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The Sciences

The Oldest Government Computer Is Out of This World

D-briefBy Nicole KiefertOctober 6, 2016 11:32 PM
Voyager_spacecraft.jpg

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Artist's impression of Voyager 1. (Credit: WikiMedia Commons) A Muckrock investigation revealed the oldest government computer, and it’s 12.47 billion miles from Earth. The Voyager mission began in 1977 when the Voyager 1 and Voyager 2 probes launched toward the outer solar system. The probes are still sending back measurements after 39 years. Voyager 1 visited Jupiter and Saturn before a flyby of Saturn’s moon Titan set it on a trajectory out of the solar system. Voyager 2 also visited Jupiter and Saturn before heading to Uranus and Neptune. It is currently in the Heliosheath, a zone in the outer limits of the Sun’s magnetic field. Both Voyager probes have 69.63 kilobytes of memory total, which is equivalent to one standard Internet jpeg file. To have the memory for new observations, the probes are set up to write over old data once it has been sent to Earth. The Voyager program was originally supposed to custom develop all of their computers, but budget constraints led to the engineering team reusing the Computer Command System originally made for the Viking program. Along with keeping an eye out for problems and following directions from Earth, the CCS coordinates the other two computers on the probe, the Flight Data System and the Attitude and Articulation Control Subsystem.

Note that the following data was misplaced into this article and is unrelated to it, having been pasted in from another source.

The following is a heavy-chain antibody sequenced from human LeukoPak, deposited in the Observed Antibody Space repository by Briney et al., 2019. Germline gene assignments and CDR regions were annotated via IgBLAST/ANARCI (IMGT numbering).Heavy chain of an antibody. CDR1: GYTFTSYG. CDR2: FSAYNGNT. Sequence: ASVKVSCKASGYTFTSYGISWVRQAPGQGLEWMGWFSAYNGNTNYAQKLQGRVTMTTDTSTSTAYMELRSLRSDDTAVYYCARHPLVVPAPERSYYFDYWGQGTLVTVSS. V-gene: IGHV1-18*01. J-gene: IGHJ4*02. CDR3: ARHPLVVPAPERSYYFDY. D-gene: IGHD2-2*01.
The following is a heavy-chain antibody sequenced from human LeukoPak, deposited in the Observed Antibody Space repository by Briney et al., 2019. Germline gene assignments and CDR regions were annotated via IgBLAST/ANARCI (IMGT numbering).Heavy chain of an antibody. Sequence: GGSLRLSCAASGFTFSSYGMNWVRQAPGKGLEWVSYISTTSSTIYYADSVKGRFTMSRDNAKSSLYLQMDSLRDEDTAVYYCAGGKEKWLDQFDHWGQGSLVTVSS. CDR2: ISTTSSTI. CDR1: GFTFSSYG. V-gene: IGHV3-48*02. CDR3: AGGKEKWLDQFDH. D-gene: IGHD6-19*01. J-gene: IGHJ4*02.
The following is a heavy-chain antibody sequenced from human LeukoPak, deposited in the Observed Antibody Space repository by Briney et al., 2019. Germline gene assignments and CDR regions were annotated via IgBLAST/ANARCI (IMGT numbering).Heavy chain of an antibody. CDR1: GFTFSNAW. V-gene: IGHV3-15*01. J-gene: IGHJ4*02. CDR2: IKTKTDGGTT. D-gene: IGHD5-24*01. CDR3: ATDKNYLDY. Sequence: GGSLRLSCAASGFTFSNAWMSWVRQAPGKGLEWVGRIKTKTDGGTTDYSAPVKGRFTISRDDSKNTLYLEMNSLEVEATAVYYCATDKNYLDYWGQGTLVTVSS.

This post originally appeared in Astronomy.com.

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